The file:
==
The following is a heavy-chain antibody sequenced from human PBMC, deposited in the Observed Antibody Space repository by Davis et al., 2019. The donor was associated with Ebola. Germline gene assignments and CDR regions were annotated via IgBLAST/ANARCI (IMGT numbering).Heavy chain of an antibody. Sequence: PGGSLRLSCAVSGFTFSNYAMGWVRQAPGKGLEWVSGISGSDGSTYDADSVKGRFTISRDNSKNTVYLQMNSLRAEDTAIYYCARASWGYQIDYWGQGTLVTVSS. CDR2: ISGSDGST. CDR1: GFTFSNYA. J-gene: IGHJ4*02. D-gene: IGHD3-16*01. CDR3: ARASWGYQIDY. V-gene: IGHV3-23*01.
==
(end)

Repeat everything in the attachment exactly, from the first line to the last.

The following is a heavy-chain antibody sequenced from human PBMC, deposited in the Observed Antibody Space repository by Davis et al., 2019. The donor was associated with Ebola. Germline gene assignments and CDR regions were annotated via IgBLAST/ANARCI (IMGT numbering).Heavy chain of an antibody. Sequence: PGGSLRLSCAVSGFTFSNYAMGWVRQAPGKGLEWVSGISGSDGSTYDADSVKGRFTISRDNSKNTVYLQMNSLRAEDTAIYYCARASWGYQIDYWGQGTLVTVSS. CDR2: ISGSDGST. CDR1: GFTFSNYA. J-gene: IGHJ4*02. D-gene: IGHD3-16*01. CDR3: ARASWGYQIDY. V-gene: IGHV3-23*01.